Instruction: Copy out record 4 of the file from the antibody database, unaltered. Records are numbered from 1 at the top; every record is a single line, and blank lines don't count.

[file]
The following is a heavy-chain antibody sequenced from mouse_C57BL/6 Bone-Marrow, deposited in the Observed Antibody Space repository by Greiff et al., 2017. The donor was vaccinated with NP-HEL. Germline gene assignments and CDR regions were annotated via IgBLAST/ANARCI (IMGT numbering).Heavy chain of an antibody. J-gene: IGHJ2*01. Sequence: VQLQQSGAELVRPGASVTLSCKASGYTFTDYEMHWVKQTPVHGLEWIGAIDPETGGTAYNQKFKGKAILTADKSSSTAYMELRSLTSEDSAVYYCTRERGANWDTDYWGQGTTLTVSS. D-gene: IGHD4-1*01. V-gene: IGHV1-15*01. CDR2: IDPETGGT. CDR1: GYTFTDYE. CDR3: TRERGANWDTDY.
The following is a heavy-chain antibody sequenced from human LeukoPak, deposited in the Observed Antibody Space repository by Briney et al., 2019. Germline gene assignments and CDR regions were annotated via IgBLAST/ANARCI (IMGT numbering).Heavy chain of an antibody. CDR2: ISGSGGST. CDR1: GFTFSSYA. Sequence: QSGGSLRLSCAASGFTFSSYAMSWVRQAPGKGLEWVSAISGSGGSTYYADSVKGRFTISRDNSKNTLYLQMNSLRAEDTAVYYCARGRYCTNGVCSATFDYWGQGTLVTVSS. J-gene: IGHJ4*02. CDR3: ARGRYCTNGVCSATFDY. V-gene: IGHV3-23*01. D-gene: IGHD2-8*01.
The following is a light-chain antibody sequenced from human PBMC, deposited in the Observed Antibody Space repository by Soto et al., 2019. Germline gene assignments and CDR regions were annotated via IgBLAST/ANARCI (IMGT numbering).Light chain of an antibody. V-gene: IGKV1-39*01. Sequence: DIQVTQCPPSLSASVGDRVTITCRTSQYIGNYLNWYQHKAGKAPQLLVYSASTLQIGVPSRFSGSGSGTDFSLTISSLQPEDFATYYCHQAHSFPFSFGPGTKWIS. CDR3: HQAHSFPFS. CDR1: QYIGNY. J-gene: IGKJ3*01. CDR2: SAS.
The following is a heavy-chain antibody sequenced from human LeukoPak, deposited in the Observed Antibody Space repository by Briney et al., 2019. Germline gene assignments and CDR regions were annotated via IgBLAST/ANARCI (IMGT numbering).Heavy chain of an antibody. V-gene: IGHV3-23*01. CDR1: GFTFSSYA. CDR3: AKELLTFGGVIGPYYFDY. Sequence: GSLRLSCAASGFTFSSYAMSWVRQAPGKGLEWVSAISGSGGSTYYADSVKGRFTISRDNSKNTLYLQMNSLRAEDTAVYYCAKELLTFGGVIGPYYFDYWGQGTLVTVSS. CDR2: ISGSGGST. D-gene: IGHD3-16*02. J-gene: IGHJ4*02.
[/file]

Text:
The following is a heavy-chain antibody sequenced from human LeukoPak, deposited in the Observed Antibody Space repository by Briney et al., 2019. Germline gene assignments and CDR regions were annotated via IgBLAST/ANARCI (IMGT numbering).Heavy chain of an antibody. V-gene: IGHV3-23*01. CDR1: GFTFSSYA. CDR3: AKELLTFGGVIGPYYFDY. Sequence: GSLRLSCAASGFTFSSYAMSWVRQAPGKGLEWVSAISGSGGSTYYADSVKGRFTISRDNSKNTLYLQMNSLRAEDTAVYYCAKELLTFGGVIGPYYFDYWGQGTLVTVSS. CDR2: ISGSGGST. D-gene: IGHD3-16*02. J-gene: IGHJ4*02.